Excerpt from: Camilleri, M.A. (2016) Corporate Citizenship and Social Responsibility Policies in the United States of America. Sustainability Accounting, Management and Policy (Forthcoming)

References

Baur, D. and Arenas, D. (2014), “The value of unregulated business-NGO interaction a deliberative perspective”, Business & Society, Vol. 53 No 2, pp. 157-186.
Camilleri, M..A. (2015), “Valuing Stakeholder Engagement and Sustainability Reporting”, Corporate Reputation Review, Vol. 18 No. 3, pp. 210-222.
Camilleri, M. A. (2016), “Corporate sustainability and responsibility toward education”, Journal of Global Responsibility, Vol. 7, No 1.
Doh, J.P. and Guay, T.R. (2006), “Corporate social responsibility, public policy, and NGO activism in Europe and the United States: An Institutional‐Stakeholder perspective”, Journal of Management Studies, Vol. 43 No. 1, pp. 47-73.
E.U. (2015), “Research and Innovation Industry 2020 in the Circular Economy” (Call identifier: H2020-IND-CE-2016-17. http://ec.europa.eu/research/participants/portal/desktop/en/opportunities/h2020/calls/h2020-ind-ce-2016-17.html#c,topics=callIdentifier/t/H2020-IND-CE-2016-17/1/1/1&callStatus/t/Forthcoming/1/1/0&callStatus/t/Open/1/1/0&callStatus/t/Closed/1/1/0
Freeman, R. E. (2010), “Strategic management: A stakeholder approach”, Cambridge University Press, Cambridge, UK.
Geng, Y. and Doberstein, B. (2008), “Developing the circular economy in China: Challenges and opportunities for achieving’leapfrog development”, The International Journal of Sustainable Development & World Ecology, Vol. 15 No 3, pp. 231-239.
Geng, Y., Fu, J., Sarkis, J. and Xue, B. (2012), “Towards a national circular economy indicator system in China: an evaluation and critical analysis”, Journal of Cleaner Production, Vol. 23 No 1, pp. 216-224.
Hardy, C. and Phillips, N. (1998). “Strategies of engagement: Lessons from the critical examination of collaboration and conflict in an interorganizational domain”, Organization science, Vol. 9 No. 2, pp. 217-230.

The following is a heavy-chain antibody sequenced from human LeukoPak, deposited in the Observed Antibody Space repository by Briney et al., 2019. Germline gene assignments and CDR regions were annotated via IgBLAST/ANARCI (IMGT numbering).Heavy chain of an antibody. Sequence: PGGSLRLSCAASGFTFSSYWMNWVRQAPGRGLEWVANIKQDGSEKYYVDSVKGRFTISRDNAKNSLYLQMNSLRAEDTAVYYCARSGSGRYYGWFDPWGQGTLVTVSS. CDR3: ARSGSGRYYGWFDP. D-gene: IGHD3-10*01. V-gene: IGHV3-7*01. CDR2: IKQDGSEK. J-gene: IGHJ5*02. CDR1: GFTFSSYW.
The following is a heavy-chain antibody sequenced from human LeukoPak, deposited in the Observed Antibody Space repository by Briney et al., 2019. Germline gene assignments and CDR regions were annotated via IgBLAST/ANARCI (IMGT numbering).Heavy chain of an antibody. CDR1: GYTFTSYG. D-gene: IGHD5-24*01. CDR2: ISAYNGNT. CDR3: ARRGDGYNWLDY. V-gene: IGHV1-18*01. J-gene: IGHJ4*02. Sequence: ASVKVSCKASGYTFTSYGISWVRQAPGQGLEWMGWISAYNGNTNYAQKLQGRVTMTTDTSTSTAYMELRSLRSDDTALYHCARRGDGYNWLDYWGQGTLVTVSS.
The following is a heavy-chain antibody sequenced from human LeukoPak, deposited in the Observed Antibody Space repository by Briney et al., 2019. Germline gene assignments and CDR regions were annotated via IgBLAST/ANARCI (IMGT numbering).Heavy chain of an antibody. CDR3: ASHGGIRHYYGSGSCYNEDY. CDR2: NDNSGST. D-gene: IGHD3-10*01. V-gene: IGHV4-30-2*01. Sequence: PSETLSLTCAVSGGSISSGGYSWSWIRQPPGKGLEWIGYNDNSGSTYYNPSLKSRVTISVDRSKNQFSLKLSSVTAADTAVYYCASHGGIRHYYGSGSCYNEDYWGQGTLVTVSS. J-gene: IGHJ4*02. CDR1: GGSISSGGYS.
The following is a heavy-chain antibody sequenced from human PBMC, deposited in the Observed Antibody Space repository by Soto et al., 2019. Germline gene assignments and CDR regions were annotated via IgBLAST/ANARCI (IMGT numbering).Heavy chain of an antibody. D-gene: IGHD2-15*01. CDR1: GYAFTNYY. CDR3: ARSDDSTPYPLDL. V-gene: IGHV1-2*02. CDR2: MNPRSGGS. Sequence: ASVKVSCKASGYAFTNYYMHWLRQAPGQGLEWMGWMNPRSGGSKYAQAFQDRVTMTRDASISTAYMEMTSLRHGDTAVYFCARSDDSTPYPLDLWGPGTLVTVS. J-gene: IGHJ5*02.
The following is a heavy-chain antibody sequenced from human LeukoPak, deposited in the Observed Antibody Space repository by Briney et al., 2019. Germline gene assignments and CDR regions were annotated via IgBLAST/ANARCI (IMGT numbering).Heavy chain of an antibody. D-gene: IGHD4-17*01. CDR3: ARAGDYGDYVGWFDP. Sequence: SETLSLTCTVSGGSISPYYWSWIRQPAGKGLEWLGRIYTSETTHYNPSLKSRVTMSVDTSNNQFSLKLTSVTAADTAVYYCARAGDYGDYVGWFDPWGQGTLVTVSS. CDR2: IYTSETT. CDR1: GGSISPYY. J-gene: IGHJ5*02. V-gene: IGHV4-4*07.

Kuhn, T. and Deetz, S. (2008), “Critical theory and corporate social responsibility: Can/should we get beyond cynical reasoning”, In Crane, A., McWilliams, A., Matten, D., Moon, J. and Siegel, D., The Oxford handbook of corporate social responsibility, pp. 173-196.
Porter, M.E. and Kramer, M.R. (2011). “Creating shared value: How to reinvent capitalism and unleash a wave of innovation and growth”, Harvard Business Review, Vol. 89 Nos. 1-2, pp. 62–77.
Reverte, C. (2009), “Determinants of corporate social responsibility disclosure ratings by Spanish listed firms”, Journal of Business Ethics, Vol. 88 No. 2, pp. 351-366.
Sharma, S. and Vredenburg, H. (1998), “Proactive corporate environmental strategy and the development of competitively valuable organizational capabilities”, Strategic Management Journal, Vol. 19 No. 8, pp. 729-753.
Scherer, A. G. and Palazzo, G. (2007), “Toward a political conception of corporate responsibility: Business and society seen from a Habermasian perspective”, Academy of Management Review, Vol. 32 No.4, pp. 1096-1120.
Scherer, A. G. and Palazzo, G. (2011). “The new political role of business in a globalized world: A review of a new perspective on CSR and its implications for the firm, governance, and democracy”, Journal of Management Studies, Vol. 48 No. 4, pp. 899-931.
Tost, L.P. (2011), “An integrative model of legitimacy judgments”, Academy of Management Review, Vol. 36 No. 4, pp. 686-710.

 

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Filed under Circular Economy, Corporate Social Responsibility, Corporate Sustainability and Responsibility, CSR, Stakeholder Engagement